“Brace! Brace! Brace!” called the flight attendants, ordering me and the other 167 service members into the crash position on the flight bringing us home to American soil.
The chartered plane was making its second landing attempt in Baltimore.
During our first attempt, we were coming in for what seemed like a normal landing when our plane suddenly came down hard and skipped back into the air.
Passengers released audible sounds of surprise.
Plastic molding, speakers and a florescent bulb came out of the ceiling above me. We bounced again. More screams. More debris.
“Get a hold of it!” yelled a flight-suited passenger who likely wished he was at the controls. The jet engines screamed as the pilot pulled us back into the gathering clouds of a Baltimore thunderstorm. With a quick gain in altitude, the pilot announced he was declaring an emergency and was returning for a second attempt.
Passengers were visibly shaken, and several people were nursing bruises and bumps. Some cursed. Some looked at me to acknowledge our mutual prayers.
A young officer sat wiping her tears. I leaned forward to hold her hand and then joined her hand with the chaplain assistant sitting beside her.
The next few minutes were minutes few of us ever get in this lifetime. They were a gift in which I was able to genuinely contemplate my life.
I spent the time asking myself questions such as:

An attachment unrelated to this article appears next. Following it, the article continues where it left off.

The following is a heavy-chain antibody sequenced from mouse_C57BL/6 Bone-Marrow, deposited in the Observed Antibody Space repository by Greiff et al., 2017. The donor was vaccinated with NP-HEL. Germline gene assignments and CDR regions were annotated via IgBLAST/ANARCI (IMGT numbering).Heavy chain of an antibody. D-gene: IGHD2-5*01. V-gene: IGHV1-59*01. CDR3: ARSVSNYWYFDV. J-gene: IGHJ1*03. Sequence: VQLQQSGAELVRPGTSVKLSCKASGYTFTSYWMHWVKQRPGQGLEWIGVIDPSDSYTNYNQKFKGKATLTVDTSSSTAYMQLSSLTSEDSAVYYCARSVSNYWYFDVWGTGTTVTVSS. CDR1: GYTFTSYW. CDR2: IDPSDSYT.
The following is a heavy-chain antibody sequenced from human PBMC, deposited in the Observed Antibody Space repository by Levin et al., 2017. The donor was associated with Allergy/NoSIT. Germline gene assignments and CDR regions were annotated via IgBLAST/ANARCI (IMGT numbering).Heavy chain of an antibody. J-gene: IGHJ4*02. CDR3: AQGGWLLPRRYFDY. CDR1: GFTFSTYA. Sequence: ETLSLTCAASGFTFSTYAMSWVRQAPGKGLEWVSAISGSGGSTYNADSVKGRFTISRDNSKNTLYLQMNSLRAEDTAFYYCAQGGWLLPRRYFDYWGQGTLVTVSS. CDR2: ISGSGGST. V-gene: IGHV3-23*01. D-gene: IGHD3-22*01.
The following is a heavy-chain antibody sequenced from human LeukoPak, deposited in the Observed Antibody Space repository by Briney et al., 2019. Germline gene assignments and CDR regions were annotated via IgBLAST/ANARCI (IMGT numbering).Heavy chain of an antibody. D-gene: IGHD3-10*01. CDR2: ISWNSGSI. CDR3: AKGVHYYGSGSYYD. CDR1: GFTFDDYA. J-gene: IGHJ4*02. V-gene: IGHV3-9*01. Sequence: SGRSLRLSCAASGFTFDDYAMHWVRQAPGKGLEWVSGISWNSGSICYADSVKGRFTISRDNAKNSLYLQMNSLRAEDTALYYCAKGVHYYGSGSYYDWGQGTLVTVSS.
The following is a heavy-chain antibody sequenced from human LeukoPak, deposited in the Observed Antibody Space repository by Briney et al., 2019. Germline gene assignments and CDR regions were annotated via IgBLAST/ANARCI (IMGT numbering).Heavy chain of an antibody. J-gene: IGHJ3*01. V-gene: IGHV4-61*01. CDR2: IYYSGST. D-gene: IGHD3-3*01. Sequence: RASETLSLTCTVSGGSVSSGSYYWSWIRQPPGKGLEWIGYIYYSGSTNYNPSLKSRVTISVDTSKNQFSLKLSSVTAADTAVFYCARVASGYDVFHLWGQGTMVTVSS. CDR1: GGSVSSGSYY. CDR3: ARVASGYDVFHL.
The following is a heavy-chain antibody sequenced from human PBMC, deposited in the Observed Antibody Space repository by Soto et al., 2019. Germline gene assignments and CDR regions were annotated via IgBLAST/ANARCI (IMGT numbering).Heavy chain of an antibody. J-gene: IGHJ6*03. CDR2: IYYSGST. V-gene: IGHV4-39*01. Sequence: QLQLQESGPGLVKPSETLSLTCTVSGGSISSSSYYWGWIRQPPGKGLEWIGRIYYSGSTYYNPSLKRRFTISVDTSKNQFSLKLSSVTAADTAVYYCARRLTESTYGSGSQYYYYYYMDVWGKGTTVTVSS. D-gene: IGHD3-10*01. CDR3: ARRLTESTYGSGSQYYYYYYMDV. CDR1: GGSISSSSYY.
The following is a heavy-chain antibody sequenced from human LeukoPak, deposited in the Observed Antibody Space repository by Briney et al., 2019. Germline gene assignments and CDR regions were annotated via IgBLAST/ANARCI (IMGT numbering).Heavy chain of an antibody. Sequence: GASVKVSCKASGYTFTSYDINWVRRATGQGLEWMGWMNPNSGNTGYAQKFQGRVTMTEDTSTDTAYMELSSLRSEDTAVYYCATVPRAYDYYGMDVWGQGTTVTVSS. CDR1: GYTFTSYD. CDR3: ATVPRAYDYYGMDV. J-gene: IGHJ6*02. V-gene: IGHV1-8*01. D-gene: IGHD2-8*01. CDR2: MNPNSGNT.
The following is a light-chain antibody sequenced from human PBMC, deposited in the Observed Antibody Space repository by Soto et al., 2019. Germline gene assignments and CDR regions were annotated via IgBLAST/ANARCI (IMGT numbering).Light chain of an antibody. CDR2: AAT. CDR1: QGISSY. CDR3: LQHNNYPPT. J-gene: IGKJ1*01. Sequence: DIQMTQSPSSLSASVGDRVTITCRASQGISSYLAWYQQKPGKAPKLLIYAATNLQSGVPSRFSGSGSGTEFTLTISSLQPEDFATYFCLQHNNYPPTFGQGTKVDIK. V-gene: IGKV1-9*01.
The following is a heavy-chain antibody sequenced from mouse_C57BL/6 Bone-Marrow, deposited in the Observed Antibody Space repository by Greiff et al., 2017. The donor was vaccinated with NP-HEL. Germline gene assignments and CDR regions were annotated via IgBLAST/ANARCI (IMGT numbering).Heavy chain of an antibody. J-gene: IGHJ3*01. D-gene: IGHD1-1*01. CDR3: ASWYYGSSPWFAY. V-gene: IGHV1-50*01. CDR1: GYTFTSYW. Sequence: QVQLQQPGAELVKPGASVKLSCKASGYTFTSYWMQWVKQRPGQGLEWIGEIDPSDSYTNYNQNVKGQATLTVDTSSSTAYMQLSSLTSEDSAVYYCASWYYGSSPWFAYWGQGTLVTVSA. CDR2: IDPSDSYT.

What legacy will you leave from this life? Will it be one of faith? Will it be one of compassion? What will it be like to die? Will this be a connecting flight to a celestial place? Will God meet me at the gate?
As flight attendants explained the crash position, I also saw it as the prayer position.
There have been many flights where I’ve rested my head on the seat in front of me while assuming something like the crash position. For my purposes, however, it was the prayer position. It was a time I would pray about the purpose of my flight, perhaps a family situation, a new job or a simple speaking engagement.
But on this flight, as I prayed to the accompaniment of a jet engine, I felt tested. What would I pray? For myself? For others?
I hoped this prayer test was only a quiz, not the cumulative final exam.
I bowed and felt a presence waiting for me to speak, a presence that I already knew in my heart.
“Thank you for this life,” I prayed. “Thank you for my wife and family.”
A moment spun through my head. I didn’t feel like I’d been a great dad. The times I’d been absent — physically and spiritually — went through my head. The lacking suddenly made me feel like I was being weighed on a scale in a spiritual assay office. The man in the one-piece eyeglass was squinting at the life I had put down.
I glanced up wondering whether my prayer was too selfish. “God, what about all these people?” A soldier was about to meet his new son for the first time. An airman was trying to make a marriage work again. They all wanted another chance today.
“They need a chance,” I told God. “Help them. Help us. Help me help them. Give us peace, God. Help us to know that we are yours and in your hands.”
“Brace! Brace! Brace!” continued the litany of the flight crew even as we glided toward the runway as smoothly as if attached to a cable.
The tires kissed the ground and then embraced it. The brakes pulled us up just short of the flotilla of emergency vehicles.
Slowly, people looked up from the prayer position.
They started clapping.
There would be no celestial connection that day.
We were home.